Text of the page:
I am sure that you can recognise a red hot poker when you see one but did you realise that there were around 70 species in the genus Kniphofia? The majority of these species grow in the eastern half of South Africa and next week I am off on an expedition to try and see as many of these as possible in the wild.
While many of the species are the typical bold red and yellow spikes, there are also more delicate species that are sometimes grown in gardens.
To understand plants in the garden, we often need to understand their behaviour in the wild. For example, it is well-known that most Kniphofia hybridise with each other very easily (try growing seeds from a cultivar of Kniphofia and see the variation that comes up) but how much of this is natural variation of wild populations or are the species really distinct? I won’t be able to answer fully questions like these in 3 weeks, but I do hope that it will help me to interpret better the range of variation we see in our garden plants.
Both the Royal Horticultural Society Bursary Scheme (Blaxall Valentine Award) and the Linnean Society Percy Sladen Memorial Fund have helped fund me to spend three weeks travelling from near Port Elizabeth in the south, along the Drakensberg escarpment, to Lydenburg in the north. During my visit I will be meeting up with Dr Snowy Baijnath and Dr Syd Ramdhani, two South African researchers who have been studying Kniphofia in the wild for many years. I will also be guided around the northern species by John and Sandie Burrows of Buffelskloof Nature Reserve.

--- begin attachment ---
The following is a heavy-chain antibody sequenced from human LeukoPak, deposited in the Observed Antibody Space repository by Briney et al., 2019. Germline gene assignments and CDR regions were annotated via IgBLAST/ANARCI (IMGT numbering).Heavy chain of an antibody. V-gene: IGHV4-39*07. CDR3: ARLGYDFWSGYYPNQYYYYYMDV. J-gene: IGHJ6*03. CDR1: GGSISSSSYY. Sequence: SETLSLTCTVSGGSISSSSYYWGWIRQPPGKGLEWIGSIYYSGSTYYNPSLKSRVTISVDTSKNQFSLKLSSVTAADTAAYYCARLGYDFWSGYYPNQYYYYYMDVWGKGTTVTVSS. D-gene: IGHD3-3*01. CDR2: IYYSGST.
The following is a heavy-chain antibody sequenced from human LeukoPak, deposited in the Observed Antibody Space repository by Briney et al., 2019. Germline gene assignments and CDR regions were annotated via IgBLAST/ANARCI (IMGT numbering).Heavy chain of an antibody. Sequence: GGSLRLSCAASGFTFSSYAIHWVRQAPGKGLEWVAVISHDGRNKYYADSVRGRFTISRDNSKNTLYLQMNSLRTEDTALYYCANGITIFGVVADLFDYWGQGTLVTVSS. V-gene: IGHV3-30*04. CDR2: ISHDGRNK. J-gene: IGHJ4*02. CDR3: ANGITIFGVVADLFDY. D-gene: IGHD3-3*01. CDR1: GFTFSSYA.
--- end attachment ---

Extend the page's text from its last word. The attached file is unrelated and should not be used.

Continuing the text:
If you have a Google account, you can open it in Google Maps. This will also give an indication of the species that might be found at each locality.
I hope to be keeping a blog during my travel, access to internet permitting, so do check back on where I have been and what I have found.